“What does it say to a community that the county designated them as a dump site or designated a toxic waste facility to be there?” asks Tameeka Bennett, who grew up in East Palo Alto and now is executive director of Youth United for Community Action, a nonprofit that helped shut down the toxic waste facility, Romic, after 43 years of operation. “It kind of says that you don’t care much.”
Many residents saw incorporation as a way for the city to forge a better path and tap into the region’s growing prosperity.
When East Palo Alto’s newly elected city government took over in the mid-80s it faced numerous challenges, but at the forefront were issues of affordable housing and tenant protections, says Abrica. And while East Palo Alto residents were worried about displacement and unscrupulous landlords, not to mention high crime rates, big decisions about water were taking place in the region.
The city’s entire water supply came from the SFPUC, which had been providing water not just to residents of San Francisco but also to roughly two dozen municipalities and water agencies in San Mateo, Santa Clara and Alameda counties.
These regional wholesale customers had come to be collectively represented by the Bay Area Water Users Association (later changed to the Bay Area Water Supply and Conservation Agency). And in 1984 they renegotiated their contract with SFPUC.
Under the terms of the 1984 agreement, which was later updated in 2009, wholesale customers would receive a collective minimum water supply of 184 million gallons a day. Wholesale customers divvied that allotment into shares for each city or agency.
The calculation was initially based on past usage and previous contracts. As such, new and slowly developing East Palo Alto received a small allotment of just under 2 million gallons a day. It proved too little to meet rising demand.
In 2000 the “Whiskey Gulch” neighborhood – East Palo Alto’s prime retail district, which contained affordable housing, nonprofits and small businesses (some of those liquor stores and bars) – was razed for a massive new development, University Circle, aimed at bringing in more tax revenue.
By 2006, University Circle would include 450,000 square feet of class-A office space, 15,000 square feet of retail space and a Four Seasons hotel. At the same time, East Palo Alto began to feel the squeeze on its water supply.
Between 2001 and 2015, the city exceeded its supply allocation four times. Finally, in 2016 East Palo Alto’s water situation reached a critical point. Several large development projects were lining up, and the city badly needed to build more affordable housing, but a water supply assessment showed that the city needed an additional 1.5 million gallons a day of supply.
“We had to institute a [development] moratorium because we couldn’t approve projects – we simply couldn’t assure them that we could supply the water,” says city manager Martinez. Affordable housing had to wait, along with developers hoping to build a private school and new commercial properties.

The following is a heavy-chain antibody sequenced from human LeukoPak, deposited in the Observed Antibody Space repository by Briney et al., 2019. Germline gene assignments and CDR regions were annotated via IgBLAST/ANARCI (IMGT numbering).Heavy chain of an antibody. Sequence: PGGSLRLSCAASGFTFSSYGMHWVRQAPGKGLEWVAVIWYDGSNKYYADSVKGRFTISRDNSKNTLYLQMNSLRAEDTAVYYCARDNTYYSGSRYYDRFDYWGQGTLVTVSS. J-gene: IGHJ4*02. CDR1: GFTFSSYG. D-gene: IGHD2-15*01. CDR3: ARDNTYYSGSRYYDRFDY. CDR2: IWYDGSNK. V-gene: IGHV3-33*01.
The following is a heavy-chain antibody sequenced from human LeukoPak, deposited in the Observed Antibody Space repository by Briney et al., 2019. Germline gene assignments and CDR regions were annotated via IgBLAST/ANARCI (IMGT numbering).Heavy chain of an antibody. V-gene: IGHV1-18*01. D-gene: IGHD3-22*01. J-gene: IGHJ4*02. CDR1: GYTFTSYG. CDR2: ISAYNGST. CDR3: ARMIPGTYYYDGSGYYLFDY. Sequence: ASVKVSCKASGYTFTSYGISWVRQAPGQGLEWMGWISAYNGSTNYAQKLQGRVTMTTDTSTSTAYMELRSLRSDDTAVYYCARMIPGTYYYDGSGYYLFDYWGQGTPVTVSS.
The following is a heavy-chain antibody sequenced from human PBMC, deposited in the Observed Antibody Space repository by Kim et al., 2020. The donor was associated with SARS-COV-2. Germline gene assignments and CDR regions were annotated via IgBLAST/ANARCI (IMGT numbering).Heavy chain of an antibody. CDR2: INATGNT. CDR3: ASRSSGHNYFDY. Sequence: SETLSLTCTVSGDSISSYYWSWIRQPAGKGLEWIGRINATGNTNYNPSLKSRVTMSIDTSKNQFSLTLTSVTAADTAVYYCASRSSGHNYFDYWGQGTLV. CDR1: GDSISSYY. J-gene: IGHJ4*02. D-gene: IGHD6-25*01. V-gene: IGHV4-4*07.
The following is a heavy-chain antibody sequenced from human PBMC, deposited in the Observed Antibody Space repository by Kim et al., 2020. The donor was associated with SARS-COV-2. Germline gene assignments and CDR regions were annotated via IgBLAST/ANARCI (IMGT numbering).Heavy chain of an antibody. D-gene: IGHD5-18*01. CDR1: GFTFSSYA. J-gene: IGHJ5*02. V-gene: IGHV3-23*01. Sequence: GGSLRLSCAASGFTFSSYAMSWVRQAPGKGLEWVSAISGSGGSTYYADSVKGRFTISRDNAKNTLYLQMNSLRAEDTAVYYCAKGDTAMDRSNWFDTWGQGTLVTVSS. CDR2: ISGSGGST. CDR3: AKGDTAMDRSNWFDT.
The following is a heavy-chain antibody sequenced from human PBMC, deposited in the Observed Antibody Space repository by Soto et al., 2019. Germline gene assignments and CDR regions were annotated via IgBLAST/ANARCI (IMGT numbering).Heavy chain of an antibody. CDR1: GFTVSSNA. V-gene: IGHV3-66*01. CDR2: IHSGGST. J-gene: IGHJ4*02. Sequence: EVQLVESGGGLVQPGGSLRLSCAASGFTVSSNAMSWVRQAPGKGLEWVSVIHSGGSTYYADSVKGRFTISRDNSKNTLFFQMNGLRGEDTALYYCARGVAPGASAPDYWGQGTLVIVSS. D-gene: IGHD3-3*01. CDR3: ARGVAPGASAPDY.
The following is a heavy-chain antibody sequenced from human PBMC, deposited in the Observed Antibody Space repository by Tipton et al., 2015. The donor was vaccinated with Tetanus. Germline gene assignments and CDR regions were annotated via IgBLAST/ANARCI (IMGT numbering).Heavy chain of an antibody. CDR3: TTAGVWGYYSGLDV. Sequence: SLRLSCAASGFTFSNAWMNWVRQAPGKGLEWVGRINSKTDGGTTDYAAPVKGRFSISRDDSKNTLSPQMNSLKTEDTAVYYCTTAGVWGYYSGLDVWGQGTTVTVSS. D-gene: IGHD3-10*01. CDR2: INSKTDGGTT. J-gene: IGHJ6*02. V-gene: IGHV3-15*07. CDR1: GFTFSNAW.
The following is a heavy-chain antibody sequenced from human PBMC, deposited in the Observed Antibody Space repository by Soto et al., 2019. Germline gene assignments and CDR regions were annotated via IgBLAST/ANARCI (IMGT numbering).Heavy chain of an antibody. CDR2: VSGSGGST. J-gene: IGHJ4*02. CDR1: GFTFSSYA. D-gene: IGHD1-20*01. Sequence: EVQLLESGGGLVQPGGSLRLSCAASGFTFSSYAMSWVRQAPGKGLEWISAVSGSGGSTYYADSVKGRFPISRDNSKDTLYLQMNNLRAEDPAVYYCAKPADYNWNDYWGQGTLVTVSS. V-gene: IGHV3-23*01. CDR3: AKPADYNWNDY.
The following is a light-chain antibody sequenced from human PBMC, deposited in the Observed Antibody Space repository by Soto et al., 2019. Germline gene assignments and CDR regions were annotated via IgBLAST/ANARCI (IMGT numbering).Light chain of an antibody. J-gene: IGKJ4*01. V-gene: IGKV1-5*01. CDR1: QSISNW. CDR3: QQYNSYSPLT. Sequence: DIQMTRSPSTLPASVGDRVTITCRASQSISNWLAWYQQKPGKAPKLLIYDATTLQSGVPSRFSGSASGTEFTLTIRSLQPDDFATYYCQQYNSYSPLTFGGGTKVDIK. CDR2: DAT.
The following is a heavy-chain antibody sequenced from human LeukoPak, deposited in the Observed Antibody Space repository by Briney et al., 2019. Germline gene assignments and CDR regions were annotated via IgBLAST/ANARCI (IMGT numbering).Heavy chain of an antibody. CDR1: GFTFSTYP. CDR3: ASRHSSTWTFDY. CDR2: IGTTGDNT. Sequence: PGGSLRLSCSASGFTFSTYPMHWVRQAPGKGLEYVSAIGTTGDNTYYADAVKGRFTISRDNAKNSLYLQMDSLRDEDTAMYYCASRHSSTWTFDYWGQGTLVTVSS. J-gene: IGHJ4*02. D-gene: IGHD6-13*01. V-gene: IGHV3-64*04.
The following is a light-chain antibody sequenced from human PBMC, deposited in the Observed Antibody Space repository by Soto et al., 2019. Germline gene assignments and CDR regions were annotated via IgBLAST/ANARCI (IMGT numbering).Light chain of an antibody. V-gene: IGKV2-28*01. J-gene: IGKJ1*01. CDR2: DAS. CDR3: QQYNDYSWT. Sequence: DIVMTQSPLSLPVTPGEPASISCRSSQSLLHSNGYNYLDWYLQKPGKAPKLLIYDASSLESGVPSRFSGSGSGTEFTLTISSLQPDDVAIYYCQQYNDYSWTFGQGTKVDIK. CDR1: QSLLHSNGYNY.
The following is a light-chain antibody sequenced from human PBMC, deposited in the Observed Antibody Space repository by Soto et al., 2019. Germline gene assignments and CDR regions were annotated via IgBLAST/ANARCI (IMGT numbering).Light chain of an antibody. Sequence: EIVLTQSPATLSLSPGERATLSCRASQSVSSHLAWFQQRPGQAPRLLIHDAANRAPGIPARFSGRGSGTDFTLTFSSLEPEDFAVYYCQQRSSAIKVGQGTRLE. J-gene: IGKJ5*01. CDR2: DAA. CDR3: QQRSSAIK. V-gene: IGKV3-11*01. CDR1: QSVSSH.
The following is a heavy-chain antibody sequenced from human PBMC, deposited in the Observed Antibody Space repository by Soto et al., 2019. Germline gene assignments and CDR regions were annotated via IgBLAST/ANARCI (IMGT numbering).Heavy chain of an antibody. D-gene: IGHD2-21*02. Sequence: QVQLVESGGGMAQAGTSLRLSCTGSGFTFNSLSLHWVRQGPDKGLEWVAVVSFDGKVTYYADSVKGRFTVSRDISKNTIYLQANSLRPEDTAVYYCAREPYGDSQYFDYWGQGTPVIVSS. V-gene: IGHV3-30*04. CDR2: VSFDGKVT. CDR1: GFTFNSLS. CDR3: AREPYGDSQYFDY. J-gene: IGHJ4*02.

East Palo Alto city manager Carlos Martinez shakes hands with a worker at the city’s newly updated Gloria Way well. (Sarah Craig)
When East Palo Alto was examining options to tackle its water problems, that included seeing what it could do within the borders of the 2.5 square-mile city.
But it turns out, there wasn’t much.
Gross per capita water consumption in East Palo Alto in 2015–16 was 58 gallons a day, one of the lowest in the region (and state). And residential per capita use was just 51.6 gallons a day – a stark contrast to the more than 218 gallons a day consumed by San Jose residents.
“We’ve been very good stewards,” says Mayor Abrica. “Generally, it’s wealthy communities which waste water, it’s not poor communities. People are mindful of how much they’re paying.”
The city doesn’t have big parks or golf courses that use lots of water, either. Potential gains made from conservation would be minimal.
One resource East Palo Alto did have, though, is groundwater. At least some.
“We commissioned a scientific study and looked at every inch of land in East Palo Alto that potentially had groundwater and lo and behold we found good water,” on a small slice of land the city owns in a Home Depot parking lot, says Abrica.
The city has already started on the design of the well, which they call “Pad D,” and construction is likely to start sometime in 2019. The city also owns an existing well on Gloria Way in a residential neighborhood a few blocks from the town’s library and municipal offices.
Contamination problems with the well had rendered the water undrinkable for years, but the city got to work on building a new treatment system. The water from the wells, though, was expected to help shrink the water supply gap, or minimally provide a much-needed source of local backup, but it wouldn’t be enough to meet all the East Palo Alto’s needs.
The most obvious place for East Palo Alto to look for more water was its provider, SFPUC.